Live Entertainment Inc. has won another eight months of breathing room from a bank group that agreed to extend Live's $50-million line of credit through Dec. 2.
The announcement last week by the troubled Van Nuys video distributor and retailer was part of a refinancing package involving Live's 53% owner, Carolco Pictures Inc.
Carolco has entered a new financing deal with its bank lenders and foreign investors that will provide the debt-burdened film producer up to $73.8 million and surrenders greater control of the company to the foreign partners. As part of the refinancing, Carolco said it expects to take a write-down of $100 million in its fourth quarter that ended Dec. 31.
Live had been negotiating for the past several months with a lending group headed by Chemical Bank for an extension on $70 million in debt that was due Jan. 1, and a new Live credit agreement had been a condition of Carolco's refinancing. In addition, Carolco's refinancing includes a $32-million loan that is secured by Carolco's stake in Live.
In effect, the deal will allow Carolco to finish the three remaining feature films it has in production this year, which in turn will give Live a new slate of films to eventually release on video.
Carolco--the producer of last year's blockbuster "Terminator 2: Judgment Day" and the recently released Michael Douglas thriller, "Basic Instinct"--is Live's biggest supplier of films to release on videocassette. "Basic Instinct" is now No. 2 at the box office and has pulled in $34.8 million in ticket sales since its March 20 debut. Michael J. White, Live's general counsel, said the company expects to begin shipping cassettes of "Basic Instinct" in the second half of the year.
Other upcoming Live video releases include "Universal Soldier"--a Carolco film due out in theaters in June--and "Rambling Rose."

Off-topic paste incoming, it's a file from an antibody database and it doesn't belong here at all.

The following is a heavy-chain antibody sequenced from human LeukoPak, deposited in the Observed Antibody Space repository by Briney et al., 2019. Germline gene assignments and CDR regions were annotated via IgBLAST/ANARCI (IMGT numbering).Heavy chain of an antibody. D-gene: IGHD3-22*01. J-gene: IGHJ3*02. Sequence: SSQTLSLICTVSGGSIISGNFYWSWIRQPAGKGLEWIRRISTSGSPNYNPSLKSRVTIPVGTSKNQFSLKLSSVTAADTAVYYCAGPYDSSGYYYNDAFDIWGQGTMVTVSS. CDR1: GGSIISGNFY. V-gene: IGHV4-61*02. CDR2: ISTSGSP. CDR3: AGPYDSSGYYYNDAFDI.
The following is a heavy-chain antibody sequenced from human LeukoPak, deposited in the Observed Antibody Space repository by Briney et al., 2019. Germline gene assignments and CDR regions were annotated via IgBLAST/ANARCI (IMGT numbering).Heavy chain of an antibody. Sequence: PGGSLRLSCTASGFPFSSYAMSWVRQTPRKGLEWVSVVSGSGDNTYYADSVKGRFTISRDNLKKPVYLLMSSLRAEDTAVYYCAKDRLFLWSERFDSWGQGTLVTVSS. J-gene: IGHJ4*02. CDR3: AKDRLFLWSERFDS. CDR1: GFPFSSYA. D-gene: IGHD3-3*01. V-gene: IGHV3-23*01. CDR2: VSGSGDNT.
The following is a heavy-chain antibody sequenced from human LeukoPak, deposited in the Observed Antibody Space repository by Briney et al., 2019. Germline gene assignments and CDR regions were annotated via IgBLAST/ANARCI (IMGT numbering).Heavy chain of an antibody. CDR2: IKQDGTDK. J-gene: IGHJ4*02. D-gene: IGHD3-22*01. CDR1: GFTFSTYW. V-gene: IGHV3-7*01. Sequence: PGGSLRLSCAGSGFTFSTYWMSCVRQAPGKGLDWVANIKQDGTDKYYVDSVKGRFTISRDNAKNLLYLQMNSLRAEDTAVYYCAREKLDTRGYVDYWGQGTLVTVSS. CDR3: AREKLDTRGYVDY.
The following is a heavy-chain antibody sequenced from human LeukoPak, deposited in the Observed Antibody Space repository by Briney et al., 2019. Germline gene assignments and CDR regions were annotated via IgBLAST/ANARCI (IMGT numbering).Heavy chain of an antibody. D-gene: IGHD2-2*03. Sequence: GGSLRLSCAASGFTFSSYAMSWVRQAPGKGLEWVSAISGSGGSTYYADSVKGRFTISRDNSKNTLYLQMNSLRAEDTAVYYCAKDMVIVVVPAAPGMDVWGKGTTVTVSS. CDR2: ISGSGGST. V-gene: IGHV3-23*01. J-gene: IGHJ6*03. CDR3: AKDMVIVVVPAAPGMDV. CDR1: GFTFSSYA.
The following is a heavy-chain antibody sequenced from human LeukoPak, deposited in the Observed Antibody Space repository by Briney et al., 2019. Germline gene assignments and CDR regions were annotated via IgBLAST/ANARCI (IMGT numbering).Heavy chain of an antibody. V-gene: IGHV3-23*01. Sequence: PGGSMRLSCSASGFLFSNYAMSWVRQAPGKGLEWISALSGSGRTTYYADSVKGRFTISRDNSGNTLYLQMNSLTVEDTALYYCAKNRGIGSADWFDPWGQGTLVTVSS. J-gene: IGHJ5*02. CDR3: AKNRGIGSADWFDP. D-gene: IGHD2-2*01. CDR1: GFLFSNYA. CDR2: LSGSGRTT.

Live officials said they were pleased by the credit agreement. "This extension allows Live Home Video to implement its planned 1992 and 1993 video acquisition and release schedule," Live Chairman Alan J. Hirschfield and Chief Executive David A. Mount said in a statement. Live Home Video is the company's video distribution business; its ailing retail operations are generally believed to be up for sale.
Analyst Steven E. Hill at the investment firm Sutro & Co. in San Francisco said Live's credit agreement "gives them some breathing room." But, he said, the key question to Live's survival is whether it can establish relationships with other film producers to offset Carolco's drastically reduced production schedule. "Live needs some other suppliers," Hill said.
And David Rose, an analyst at Cruttendon & Co., an investment banking firm in Irvine, said: "I'm still a lot cautious about both companies. I think you're going to see fewer products coming out of Live."
Investors also appeared to greet Live's news skeptically. After announcement of the credit pact March 24, Live's stock fell 12.5 cents to close at $3.875 a share. It closed Monday at $3.625, up 12.5 cents.
Live, which lost $99.8 million on $238.9 million in revenue in the first nine months of 1991, is expected to report its fourth-quarter results in the next two weeks.
In February, the company confirmed that five employees had been laid off and further job cuts were under consideration. But White last week declined to say if there have been further staff reductions. "We've stopped commenting on personnel matters," he said.